Anterior prolapse, also known as a cystocele, occurs when the supportive tissue between a woman’s bladder and her vaginal wall dilates and expands, allowing the bladder to protrude toward the vagina. An anterior prolapse is also called a prolapsed bladder.
Stretching the muscles that support the pelvic organs may cause frontal to prolapse. Such tension occurs during vaginal delivery, chronic constipation, severe coughing, or carrying heavyweights. An anterior prolapse also tends to cause postmenopausal problems when estrogen levels decrease.
For slight or moderate anterior prolapse, non-surgical treatment is often effective. In more severe cases, surgery may be necessary to keep the vagina and other pelvic organs in their correct positions.
In mild cases of anterior prolapse, you may not notice any signs or symptoms. When signs and symptoms occur, they may include:
- A feeling of fullness or pressure in the pelvis and vagina
- Increased feeling of discomfort when agitated, coughing or lifting
- Feeling that the bladder has not been completely emptied after urinating
- Recurrent bladder infection
- Pain or urine leak during sexual intercourse
- In severe cases, a tissue mass protrudes from the opening of the vagina and you may feel as if you are sitting on an egg
Diagnosis of anterior vaginal wall prolapse may include:
You may be examined while standing or lying down. During the examination, the doctor looks at the tissue swelling inside the vagina, indicating a pelvic organ prolapse. You will likely be asked to bear down as if during a bowel movement to see how much that affects the degree of prolapse. To check the strength of your pelvic muscles, your doctor may ask you to contract them, as if you are trying to hold urine.
Filling out a questionnaire:
You may be asked to fill out a form that helps your doctor assess the effects of anterior vaginal wall prolapse on your quality of life. The doctor also uses this information when making treatment decisions.
Bladder and urine tests:
If the prolapse is noticeable, a test may be performed to see how well the bladder is emptied and whether it is fully emptied. Also, your doctor may test a urine sample to check for signs of any infection in the bladder if it appears that you have more urine in the bladder than normal after urinating.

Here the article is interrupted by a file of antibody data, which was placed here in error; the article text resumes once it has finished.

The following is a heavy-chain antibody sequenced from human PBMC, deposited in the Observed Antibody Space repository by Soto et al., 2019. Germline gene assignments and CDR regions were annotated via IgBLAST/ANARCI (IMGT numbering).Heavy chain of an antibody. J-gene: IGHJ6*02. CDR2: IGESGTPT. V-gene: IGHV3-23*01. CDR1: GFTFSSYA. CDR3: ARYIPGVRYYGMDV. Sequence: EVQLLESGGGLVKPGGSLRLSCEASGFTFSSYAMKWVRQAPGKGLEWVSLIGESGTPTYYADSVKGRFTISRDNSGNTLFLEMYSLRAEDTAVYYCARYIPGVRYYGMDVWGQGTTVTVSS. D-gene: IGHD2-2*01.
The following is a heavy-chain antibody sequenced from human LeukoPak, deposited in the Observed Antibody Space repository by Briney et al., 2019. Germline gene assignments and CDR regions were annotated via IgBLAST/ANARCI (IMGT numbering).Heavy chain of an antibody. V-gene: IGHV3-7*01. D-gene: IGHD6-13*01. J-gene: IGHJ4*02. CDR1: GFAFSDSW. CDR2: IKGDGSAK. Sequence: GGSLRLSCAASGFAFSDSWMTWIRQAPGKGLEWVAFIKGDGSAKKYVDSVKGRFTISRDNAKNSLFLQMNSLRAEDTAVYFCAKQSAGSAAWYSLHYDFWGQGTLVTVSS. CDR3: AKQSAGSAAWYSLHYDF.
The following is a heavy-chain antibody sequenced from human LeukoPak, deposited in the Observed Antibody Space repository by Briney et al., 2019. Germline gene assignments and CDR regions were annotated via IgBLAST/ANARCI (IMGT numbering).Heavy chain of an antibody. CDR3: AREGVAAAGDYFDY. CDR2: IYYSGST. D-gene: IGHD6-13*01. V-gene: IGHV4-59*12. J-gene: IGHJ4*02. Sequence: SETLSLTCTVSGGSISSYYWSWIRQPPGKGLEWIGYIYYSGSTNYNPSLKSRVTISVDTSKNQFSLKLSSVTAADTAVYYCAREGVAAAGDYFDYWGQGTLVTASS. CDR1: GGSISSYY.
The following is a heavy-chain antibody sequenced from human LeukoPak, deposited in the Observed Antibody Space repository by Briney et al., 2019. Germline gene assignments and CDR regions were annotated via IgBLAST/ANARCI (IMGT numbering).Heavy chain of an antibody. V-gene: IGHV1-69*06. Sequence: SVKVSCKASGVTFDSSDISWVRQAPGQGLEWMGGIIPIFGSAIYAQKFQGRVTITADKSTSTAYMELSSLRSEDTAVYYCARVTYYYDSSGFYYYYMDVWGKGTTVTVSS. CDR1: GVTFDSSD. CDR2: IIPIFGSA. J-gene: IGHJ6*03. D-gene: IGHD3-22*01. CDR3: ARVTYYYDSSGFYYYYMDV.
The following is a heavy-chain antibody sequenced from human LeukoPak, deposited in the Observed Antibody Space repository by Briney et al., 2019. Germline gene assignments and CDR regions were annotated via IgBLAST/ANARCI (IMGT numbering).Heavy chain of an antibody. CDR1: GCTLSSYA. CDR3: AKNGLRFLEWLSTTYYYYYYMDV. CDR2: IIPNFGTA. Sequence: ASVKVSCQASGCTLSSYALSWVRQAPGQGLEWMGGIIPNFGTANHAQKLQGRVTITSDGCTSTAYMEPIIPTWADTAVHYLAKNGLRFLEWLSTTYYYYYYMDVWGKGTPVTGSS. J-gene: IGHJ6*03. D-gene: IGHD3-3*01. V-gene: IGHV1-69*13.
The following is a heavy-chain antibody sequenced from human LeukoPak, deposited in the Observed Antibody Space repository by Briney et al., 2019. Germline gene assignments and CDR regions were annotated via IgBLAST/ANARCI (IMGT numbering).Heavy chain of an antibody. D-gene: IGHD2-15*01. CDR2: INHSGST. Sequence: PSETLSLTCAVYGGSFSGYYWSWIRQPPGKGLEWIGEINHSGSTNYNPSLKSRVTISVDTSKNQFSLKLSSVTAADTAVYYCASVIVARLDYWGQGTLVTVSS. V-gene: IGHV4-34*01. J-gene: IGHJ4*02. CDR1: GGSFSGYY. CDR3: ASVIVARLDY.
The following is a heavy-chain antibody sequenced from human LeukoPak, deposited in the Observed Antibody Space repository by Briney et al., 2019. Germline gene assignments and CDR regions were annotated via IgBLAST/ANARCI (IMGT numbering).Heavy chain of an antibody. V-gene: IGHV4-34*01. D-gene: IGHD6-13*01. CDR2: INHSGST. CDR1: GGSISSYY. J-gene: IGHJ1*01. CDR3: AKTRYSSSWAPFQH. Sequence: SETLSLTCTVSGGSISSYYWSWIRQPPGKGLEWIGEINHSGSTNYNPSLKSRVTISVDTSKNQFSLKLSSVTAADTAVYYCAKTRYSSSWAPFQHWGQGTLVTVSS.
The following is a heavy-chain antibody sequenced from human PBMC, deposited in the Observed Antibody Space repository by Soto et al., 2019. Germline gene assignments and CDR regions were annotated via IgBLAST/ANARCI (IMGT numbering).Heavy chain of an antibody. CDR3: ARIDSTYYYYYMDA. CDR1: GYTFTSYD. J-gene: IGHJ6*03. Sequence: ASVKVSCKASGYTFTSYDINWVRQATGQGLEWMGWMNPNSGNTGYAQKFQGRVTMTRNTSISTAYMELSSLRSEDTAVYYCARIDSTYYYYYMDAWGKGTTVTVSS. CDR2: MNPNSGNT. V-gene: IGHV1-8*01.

Treatment depends on the severity of anterior prolapse, and whether there are any associated conditions, such as the uterus slipping into the vaginal canal (uterine prolapse).
Minor cases, with few or no symptoms, need no treatment. The wait-and-see approach can be chosen with doctor visits from time to time to see if the decline is exacerbated, and this is with self-care measures, such as exercises that strengthen the pelvic floor muscles.
If self-care measures are ineffective, anterior prolapse treatment may include:
Supportive device (pessary):
The vaginal disc is a plastic or rubber ring inserted into the vagina to support the bladder. The doctor inserts the device and teaches the patient how to clean and reinsert it herself. Many women use pessaries as a temporary alternative to surgery, and some use them when surgery involves extreme risks.
Your doctor may recommend estrogen treatment in the form of vaginal cream, tablets or rings, especially if the woman has already had menopause. This is because estrogen, which helps maintain pelvic muscle strength, decreases after menopause.
If the woman has apparent uncomfortable symptoms of anterior prolapse, surgery may be required.
In most cases, the surgeon performs the procedure vaginally and it involves lifting the anterior prolapsed bladder to its position, removing additional tissue, strengthening the muscles and ligaments of the pelvic floor. The doctor can use a certain type of replacement tissue to strengthen the vaginal tissue and increase support if the vaginal tissue appears to be very thin.
For anterior prolapse accompanied by uterine prolapse, the doctor may recommend removing the uterus (hysterectomy) as well as repairing damaged pelvic floor muscles, ligaments, and other tissues.
If the woman is considering pregnancy, the doctor may recommend delaying the surgery until after birth. The use of a pessary can help relieve symptoms between birth and surgery. The benefits of surgery can last for several years, but there is some risk of recurrence, which means the need to undergo another surgery at some point.
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